Honestly, I struggled a bit to see the episode through to the end. What I struggled with afterwards was how this Twitterer could see it as old-fashioned Doctor Who. Each to their own and all, but still. I don’t know, I only faithfully watched the show since the early Pertwee era and caught up on the Troughton and Hartnell years a little later in life.
Unless it was a reference to having two teachers and a young pupil on board the TARDIS, just like back in the day the show began. But, strange, I don’t remember Ian and Barbara having any trouble juggling ordinary life with life on the TARDIS...
Oh yes, that’s right, they were whisked off on adventures in time and space and weren’t dropped off back home every week.
As such, I recklessly replied to the above tweet thus: “There was nothing old fashioned about it and very little good. Ymmv.”
Which sounded fair enough in my own head and normally I’m not one to diss and tell but for the purposes of making a point here I will share the answer that earned me from the Twitterer in question:
“oh god, you’re not one of those ‘it was only good in the 60s when the Doctor forgot his lines every ten minutes’ people are you?”
This seemed at odds with their previous views of ‘old-fashioned Doctor Who’. So again, I had to assume that to them ‘old-fashioned’ meant rather more recent. My inability to recognise the striking similarities between The Caretaker and pretty much anything from An Unearthly Child to Survival was apparently my failing as a viewer and a fan just too darned nostalgic for the days of William Hartnell’s increasing illness.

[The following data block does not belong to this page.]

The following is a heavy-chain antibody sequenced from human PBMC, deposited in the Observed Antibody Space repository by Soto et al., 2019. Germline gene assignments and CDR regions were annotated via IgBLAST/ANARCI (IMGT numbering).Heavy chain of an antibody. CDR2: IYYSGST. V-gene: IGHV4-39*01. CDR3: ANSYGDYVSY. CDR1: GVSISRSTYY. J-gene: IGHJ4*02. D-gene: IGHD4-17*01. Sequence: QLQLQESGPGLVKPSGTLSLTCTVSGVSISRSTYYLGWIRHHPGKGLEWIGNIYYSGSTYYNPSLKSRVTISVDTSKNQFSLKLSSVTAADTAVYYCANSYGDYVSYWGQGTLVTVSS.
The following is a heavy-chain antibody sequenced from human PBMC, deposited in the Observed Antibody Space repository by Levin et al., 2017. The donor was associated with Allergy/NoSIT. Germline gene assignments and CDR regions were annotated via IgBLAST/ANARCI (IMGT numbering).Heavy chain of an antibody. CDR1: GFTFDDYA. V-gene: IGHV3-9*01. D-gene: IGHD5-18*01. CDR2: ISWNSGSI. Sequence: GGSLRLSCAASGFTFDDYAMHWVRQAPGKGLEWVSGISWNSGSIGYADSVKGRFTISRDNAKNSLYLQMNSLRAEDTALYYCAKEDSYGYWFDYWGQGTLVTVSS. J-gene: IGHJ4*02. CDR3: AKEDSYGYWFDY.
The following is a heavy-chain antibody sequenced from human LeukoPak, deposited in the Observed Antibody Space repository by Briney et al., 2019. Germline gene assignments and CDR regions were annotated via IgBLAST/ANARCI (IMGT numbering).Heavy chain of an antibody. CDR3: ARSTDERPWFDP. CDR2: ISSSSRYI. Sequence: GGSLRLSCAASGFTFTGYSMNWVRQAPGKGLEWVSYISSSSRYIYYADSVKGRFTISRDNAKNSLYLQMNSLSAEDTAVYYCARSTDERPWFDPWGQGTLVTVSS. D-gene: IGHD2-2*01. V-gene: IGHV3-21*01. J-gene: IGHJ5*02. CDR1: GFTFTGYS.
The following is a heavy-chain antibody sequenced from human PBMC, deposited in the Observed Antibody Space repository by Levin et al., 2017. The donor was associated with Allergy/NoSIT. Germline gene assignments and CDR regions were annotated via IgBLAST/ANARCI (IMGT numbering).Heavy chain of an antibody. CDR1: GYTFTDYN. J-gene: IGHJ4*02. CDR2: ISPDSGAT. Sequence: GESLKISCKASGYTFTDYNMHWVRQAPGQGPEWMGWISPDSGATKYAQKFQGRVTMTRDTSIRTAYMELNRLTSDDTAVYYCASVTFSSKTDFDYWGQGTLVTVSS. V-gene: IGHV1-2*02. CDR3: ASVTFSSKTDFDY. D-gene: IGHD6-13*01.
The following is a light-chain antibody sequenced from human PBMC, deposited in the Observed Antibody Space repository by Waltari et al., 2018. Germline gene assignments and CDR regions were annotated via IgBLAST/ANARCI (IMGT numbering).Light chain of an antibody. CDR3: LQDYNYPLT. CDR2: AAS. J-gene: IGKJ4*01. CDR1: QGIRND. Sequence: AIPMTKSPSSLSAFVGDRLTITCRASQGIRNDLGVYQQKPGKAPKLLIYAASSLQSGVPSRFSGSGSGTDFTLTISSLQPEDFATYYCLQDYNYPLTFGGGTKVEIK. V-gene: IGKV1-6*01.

For the record, no, I’m not ‘one of those people’. Indeed, I’ve always endeavoured to be balanced in my reviews, be it a modern or ‘classic’ DW. Even though Hartnell and Troughton were both before my time I gained a tremendous appreciation for their respective takes on the role as well as for the achievements of the production teams working under the extraordinary pressures and limitations of technology and budget of the time.
If today I detect a laziness in the writing and/or a growing drought of good ideas, a degree of repetition or any other aspect I’ve found lacking, if that’s born of any comparison at all it’s as measured against other more recent and contemporary TV shows that have been created in comparable environments. And on that gauge, Doctor Who is currently falling short by quite some distance. Orphan Black, for example, was not everything a friend of mine cracked it up to be, but it (the first season anyway) made for much more compelling viewing than DW.
If compared directly with immediately its own preceding seasons, the shortfall is less marked but the problem for me there is that it’s nowhere near different enough. In Capaldi we have a great new Doctor and we had a great new opportunity which, to my mind, is being frittered away week by week. Meanwhile, Clara is being wasted on weak sub-soap rom-com material.
The Caretaker did everything its title promised. It removed my inclination to care. The X Factor's borderline sadistic six-chair challenge has more drama
YMMV. Your mileage may vary. For me, Doctor Who seems to have run out of gas.
All of this, of course, is opinion. Not fact. There's really nothing more complex to be read into it than that. Disagree, argue passionately against it. But if Twittering fans do feel the need to level their own pet theories as to why I have those opinions, well, that's what the Block option is for.